How China became the world’s ‘economic miracle’

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It took China less than 70 years to emerge from isolation and become one of the world’s greatest economic powers.

As the country celebrates the anniversary of the founding of the People’s Republic of China, we look back on how its transformation spread unprecedented wealth – and deepened inequality – across the Asian giant.

“When the Communist Party came into control of China it was very, very poor,” says DBS chief China economist Chris Leung.

“There were no trading partners, no diplomatic relationships, they were relying on self-sufficiency.”

Over the past 40 years, China has introduced a series of landmark market reforms to open up trade routes and investment flows, ultimately pulling hundreds of millions of people out of poverty.

The 1950s had seen one of the biggest human disasters of the 20th Century. The Great Leap Forward was Mao Zedong’s attempt to rapidly industrialise China’s peasant economy, but it failed and 10-40 million people died between 1959-1961 – the most costly famine in human history.

This was followed by the economic disruption of the Cultural Revolution in the 1960s, a campaign which Mao launched to rid the Communist party of his rivals, but which ended up destroying much of the country’s social fabric.

‘Workshop of the world’

Yet after Mao’s death in 1976, reforms spearheaded by Deng Xiaoping began to reshape the economy. Peasants were granted rights to farm their own plots, improving living standards and easing food shortages.

The door was opened to foreign investment as the US and China re-established diplomatic ties in 1979. Eager to take advantage of cheap labour and low rent costs, money poured in.

“From the end of the 1970s onwards we’ve seen what is easily the most impressive economic miracle of any economy in history,” says David Mann, global chief economist at Standard Chartered Bank.

Through the 1990s, China began to clock rapid growth rates and joining the World Trade Organization in 2001 gave it another jolt. Trade barriers and tariffs with other countries were lowered and soon Chinese goods were everywhere.

“It became the workshop of the world,” Mr Mann says.

Take these figures from the London School of Economics: in 1978, exports were $10bn (£8.1bn), less than 1% of world trade.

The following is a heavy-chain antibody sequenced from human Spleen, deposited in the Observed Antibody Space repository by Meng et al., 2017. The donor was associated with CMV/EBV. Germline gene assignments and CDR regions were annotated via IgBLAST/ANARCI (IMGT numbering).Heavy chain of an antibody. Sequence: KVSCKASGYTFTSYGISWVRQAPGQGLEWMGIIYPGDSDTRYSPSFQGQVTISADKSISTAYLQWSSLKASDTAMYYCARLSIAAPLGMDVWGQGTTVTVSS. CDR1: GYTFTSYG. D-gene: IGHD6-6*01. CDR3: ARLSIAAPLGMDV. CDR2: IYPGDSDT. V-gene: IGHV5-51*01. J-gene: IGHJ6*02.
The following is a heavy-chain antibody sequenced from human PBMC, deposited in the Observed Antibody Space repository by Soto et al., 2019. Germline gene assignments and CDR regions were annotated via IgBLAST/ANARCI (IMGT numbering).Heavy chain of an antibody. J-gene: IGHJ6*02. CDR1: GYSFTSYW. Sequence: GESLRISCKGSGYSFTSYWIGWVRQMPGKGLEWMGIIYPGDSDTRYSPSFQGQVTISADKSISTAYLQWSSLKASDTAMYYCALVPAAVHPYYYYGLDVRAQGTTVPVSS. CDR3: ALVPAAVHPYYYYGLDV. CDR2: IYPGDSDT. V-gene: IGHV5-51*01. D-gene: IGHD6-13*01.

By 1985, they hit $25bn and a little under two decades later exports valued $4.3trn, making China the world’s largest trading nation in goods.

Poverty rates tumble

The economic reforms improved the fortunes of hundreds of millions of Chinese people.

The World Bank says more than 850 million people been lifted out of poverty, and the country is on track to eliminate absolute poverty by 2020.

At the same time, education rates have surged. Standard Chartered projects that by 2030, around 27% of China’s workforce will have a university education – that’s about the same as Germany today.

Rising inequality

Still, the fruits of economic success haven’t spread evenly across China’s population of 1.3 billion people.

Examples of extreme wealth and a rising middle class exist alongside poor rural communities, and a low skilled, ageing workforce. Inequality has deepened, largely along rural and urban divides.

“The entire economy is not advanced, there’s huge divergences between the different parts,” Mr Mann says.

The World Bank says China’s income per person is still that of a developing country, and less than one quarter of the average of advanced economies.

China’s average annual income is nearly $10,000, according to DBS, compared to around $62,000 in the US.

Slower growth

Now, China is shifting to an era of slower growth.

For years it has pushed to wean its dependence off exports and toward consumption-led growth. New challenges have emerged including softer global demand for its goods and a long-running trade war with the US. The pressures of demographic shifts and an ageing population also cloud the country’s economic outlook.

Still, even if the rate of growth in China eases to between 5% and 6%, the country will still be the most powerful engine of world economic growth.

“At that pace China will still be 35% of global growth, which is the biggest single contributor of any country, three times more important to global growth than the US,” Mr Mann says.

The next economic frontier

China is also carving out a new front in global economic development. The country’s next chapter in nation-building is unfolding through a wave of funding in the massive global infrastructure project, the Belt and Road Initiative.

The so-called new Silk Road aims to connect almost half the world’s populations and one-fifth of global GDP, setting up trade and investment links that stretch across the world.